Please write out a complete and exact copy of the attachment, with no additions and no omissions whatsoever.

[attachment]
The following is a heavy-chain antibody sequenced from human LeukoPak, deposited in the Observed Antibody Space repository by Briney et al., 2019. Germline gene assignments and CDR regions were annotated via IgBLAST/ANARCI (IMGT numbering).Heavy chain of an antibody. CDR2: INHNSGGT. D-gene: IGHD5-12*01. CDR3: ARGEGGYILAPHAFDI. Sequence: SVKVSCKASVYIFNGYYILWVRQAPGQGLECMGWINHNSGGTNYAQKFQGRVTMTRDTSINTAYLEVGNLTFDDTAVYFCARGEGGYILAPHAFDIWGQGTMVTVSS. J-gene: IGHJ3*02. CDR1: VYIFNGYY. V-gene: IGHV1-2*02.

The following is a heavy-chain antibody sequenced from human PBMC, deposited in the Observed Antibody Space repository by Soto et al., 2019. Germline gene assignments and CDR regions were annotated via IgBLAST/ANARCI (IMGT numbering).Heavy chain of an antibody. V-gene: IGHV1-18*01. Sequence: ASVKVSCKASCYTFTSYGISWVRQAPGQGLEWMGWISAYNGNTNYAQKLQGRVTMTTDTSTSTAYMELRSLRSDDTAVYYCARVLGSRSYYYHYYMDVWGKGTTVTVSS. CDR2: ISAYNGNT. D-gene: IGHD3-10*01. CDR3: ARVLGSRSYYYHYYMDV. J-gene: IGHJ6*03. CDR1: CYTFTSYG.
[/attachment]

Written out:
The following is a heavy-chain antibody sequenced from human LeukoPak, deposited in the Observed Antibody Space repository by Briney et al., 2019. Germline gene assignments and CDR regions were annotated via IgBLAST/ANARCI (IMGT numbering).Heavy chain of an antibody. CDR2: INHNSGGT. D-gene: IGHD5-12*01. CDR3: ARGEGGYILAPHAFDI. Sequence: SVKVSCKASVYIFNGYYILWVRQAPGQGLECMGWINHNSGGTNYAQKFQGRVTMTRDTSINTAYLEVGNLTFDDTAVYFCARGEGGYILAPHAFDIWGQGTMVTVSS. J-gene: IGHJ3*02. CDR1: VYIFNGYY. V-gene: IGHV1-2*02.

The following is a heavy-chain antibody sequenced from human PBMC, deposited in the Observed Antibody Space repository by Soto et al., 2019. Germline gene assignments and CDR regions were annotated via IgBLAST/ANARCI (IMGT numbering).Heavy chain of an antibody. V-gene: IGHV1-18*01. Sequence: ASVKVSCKASCYTFTSYGISWVRQAPGQGLEWMGWISAYNGNTNYAQKLQGRVTMTTDTSTSTAYMELRSLRSDDTAVYYCARVLGSRSYYYHYYMDVWGKGTTVTVSS. CDR2: ISAYNGNT. D-gene: IGHD3-10*01. CDR3: ARVLGSRSYYYHYYMDV. J-gene: IGHJ6*03. CDR1: CYTFTSYG.